Breaking down the UK’s code of conduct for data-driven healthcare technology

By Leontina Postelnicu
07:50 am
At the beginning of September, the UK’s Department of Health and Social Care (DHSC) released an initial code of conduct for data-driven healthcare technology

The guidance outlines a commitment from the centre to encourage innovation, develop trusted approval systems and create a new pathway for innovators to sell into the health service.

Put simply, the code aims to ensure that the benefits of partnerships between tech companies and the health and care system are "shared fairly", providing "a basis to deepen the trust" between citizens, clinicians and the wider service, according to the DHSC - but this idea has long been mentioned by experts drawing attention to the potential and value of NHS data. 

If you have been following the evolution of some of the companies that have been arguably more successful in transacting with the NHS, then this comes as no surprise to you. 

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""I think we can be the exemplar company on how we should innovate and then give back to the NHS"

Ross Upton, Ultromics


Several companies have already adopted this approach

When announcing the results of the first phase of their research partnership with Moorfields Eye Hospital NHS Foundation Trust, showing that the AI system developed could identify eye disease from OCT scans with 94% accuracy, DeepMind Co-Founder Mustafa Suleyman said that, if validated for general use by clinical trials, Moorfields would be able to use the system for free across 30 of their UK hospitals and community clinics for an initial period of five years. 

Meanwhile, Oxford University spin-out Ultromics set up a clinical trial through its partnership with Oxford University across six NHS hospitals for what the company describes as the "world's most accurate" echocardiography software, soon to be extended to 20 NHS sites and a further 10 afterwards. Ultromics CEO and Co-Founder Ross Upton said that, once they receive regulatory clearance, NHS hospitals would be able to use the software "at no cost" under the initial clinical trial agreement.

"I think we can be the exemplar company on how we should innovate and then give back to the NHS," Upton told MobiHealthNews. 

Code of conduct to become 'collaboratively agreed standard' in December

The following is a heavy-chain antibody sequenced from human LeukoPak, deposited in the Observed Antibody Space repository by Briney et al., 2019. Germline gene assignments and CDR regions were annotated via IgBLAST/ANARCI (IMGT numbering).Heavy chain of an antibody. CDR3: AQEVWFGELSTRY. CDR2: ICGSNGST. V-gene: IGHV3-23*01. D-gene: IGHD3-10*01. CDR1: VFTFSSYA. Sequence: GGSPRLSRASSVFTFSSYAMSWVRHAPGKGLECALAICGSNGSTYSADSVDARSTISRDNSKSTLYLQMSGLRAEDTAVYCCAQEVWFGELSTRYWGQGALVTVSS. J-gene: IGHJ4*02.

Now, the DHSC says the new code, only voluntary at this stage, provides the principles they want "suppliers to live by and those involved in the commissioning and procurement of innovative, digital technologies and services" to look for. 
There is an ultimatum though. In December, the guidance is expected to become a "collaboratively agreed standard" for tech partnerships – although it does not replace or change any existing regulatory requirements. 
Why is this being introduced now? The government acknowledges that procurement routes "are not always well-suited to the adoption of fairly developing and evolving innovation" in healthcare. In fact, a recent report from PUBLIC found "poor procurement" practices were one of the key hurdles stopping innovators from selling into the NHS. 
Why is NHS data so valuable? To function, AI and other complex algorithms require large amounts of data structured against agreed interoperable standards, used appropriately, safely and securely, and the NHS is said to be "uniquely positioned" to deliver this – but the number of disparate IT systems unable to talk to each other that are being used across the wider health and care service means this potential is only "theoretical" for now. 
What about data security and privacy? The government acknowledges that the ability to "unlock" the power of innovation "relies on the public having confidence in the health and care system’s appropriate and effective use of data" and, in addition to the ten principles outlined, it vowed to:
  • Simplify the regulatory and funding landscape
  • Create an environment to enable "experimentation" 
  • Accelerate and encourage uptake of innovation
  • Improve interoperability and openness
  • Engage users. 
Meanwhile, regulatory framework and commercial models used in this type of partnerships are being reviewed, and the government says it wants to work with stakeholders on the final version of the code, inviting them to submit their comments.
But, as tech suppliers will have to demonstrate they meet these requirements to transact with the NHS, will the government be able to deliver on its commitments to improve the quality of data or tackle the lack of interoperability between IT systems, and eradicate paper-based processes, with a significant chunk of the NHS still running on paper?
Source: Department for Health and Social Care official guidance

Twitter: @1Leontina
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